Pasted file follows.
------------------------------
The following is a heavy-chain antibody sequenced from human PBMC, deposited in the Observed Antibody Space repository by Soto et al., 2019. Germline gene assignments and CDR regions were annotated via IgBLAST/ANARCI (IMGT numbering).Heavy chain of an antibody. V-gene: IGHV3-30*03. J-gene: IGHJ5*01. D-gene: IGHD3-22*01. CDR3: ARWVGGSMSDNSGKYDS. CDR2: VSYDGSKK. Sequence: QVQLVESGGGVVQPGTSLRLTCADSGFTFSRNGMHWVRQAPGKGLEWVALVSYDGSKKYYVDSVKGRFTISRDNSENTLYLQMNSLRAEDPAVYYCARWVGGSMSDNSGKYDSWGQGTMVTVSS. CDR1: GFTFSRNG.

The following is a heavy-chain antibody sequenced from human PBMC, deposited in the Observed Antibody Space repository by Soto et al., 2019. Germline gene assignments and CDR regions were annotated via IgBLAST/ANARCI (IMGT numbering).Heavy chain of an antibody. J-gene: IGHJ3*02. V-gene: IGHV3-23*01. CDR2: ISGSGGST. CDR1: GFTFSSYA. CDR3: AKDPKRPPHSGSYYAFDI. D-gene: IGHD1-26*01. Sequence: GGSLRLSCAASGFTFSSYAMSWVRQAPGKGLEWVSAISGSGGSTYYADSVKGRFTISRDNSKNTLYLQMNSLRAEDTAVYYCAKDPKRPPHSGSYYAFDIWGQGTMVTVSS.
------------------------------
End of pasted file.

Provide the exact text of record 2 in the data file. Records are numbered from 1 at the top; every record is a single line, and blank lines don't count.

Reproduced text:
The following is a heavy-chain antibody sequenced from human PBMC, deposited in the Observed Antibody Space repository by Soto et al., 2019. Germline gene assignments and CDR regions were annotated via IgBLAST/ANARCI (IMGT numbering).Heavy chain of an antibody. J-gene: IGHJ3*02. V-gene: IGHV3-23*01. CDR2: ISGSGGST. CDR1: GFTFSSYA. CDR3: AKDPKRPPHSGSYYAFDI. D-gene: IGHD1-26*01. Sequence: GGSLRLSCAASGFTFSSYAMSWVRQAPGKGLEWVSAISGSGGSTYYADSVKGRFTISRDNSKNTLYLQMNSLRAEDTAVYYCAKDPKRPPHSGSYYAFDIWGQGTMVTVSS.